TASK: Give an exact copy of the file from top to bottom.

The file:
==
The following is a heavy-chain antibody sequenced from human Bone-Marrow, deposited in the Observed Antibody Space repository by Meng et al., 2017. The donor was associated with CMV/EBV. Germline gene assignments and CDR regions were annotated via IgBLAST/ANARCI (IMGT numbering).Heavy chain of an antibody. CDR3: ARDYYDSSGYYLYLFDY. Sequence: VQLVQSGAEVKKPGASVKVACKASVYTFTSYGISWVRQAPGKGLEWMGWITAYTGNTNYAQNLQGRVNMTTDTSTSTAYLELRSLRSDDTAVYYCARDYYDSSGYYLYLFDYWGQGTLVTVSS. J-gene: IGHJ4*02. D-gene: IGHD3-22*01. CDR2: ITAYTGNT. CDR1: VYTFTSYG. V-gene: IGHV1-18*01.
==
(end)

The following is a heavy-chain antibody sequenced from human Bone-Marrow, deposited in the Observed Antibody Space repository by Meng et al., 2017. The donor was associated with CMV/EBV. Germline gene assignments and CDR regions were annotated via IgBLAST/ANARCI (IMGT numbering).Heavy chain of an antibody. CDR3: ARDYYDSSGYYLYLFDY. Sequence: VQLVQSGAEVKKPGASVKVACKASVYTFTSYGISWVRQAPGKGLEWMGWITAYTGNTNYAQNLQGRVNMTTDTSTSTAYLELRSLRSDDTAVYYCARDYYDSSGYYLYLFDYWGQGTLVTVSS. J-gene: IGHJ4*02. D-gene: IGHD3-22*01. CDR2: ITAYTGNT. CDR1: VYTFTSYG. V-gene: IGHV1-18*01.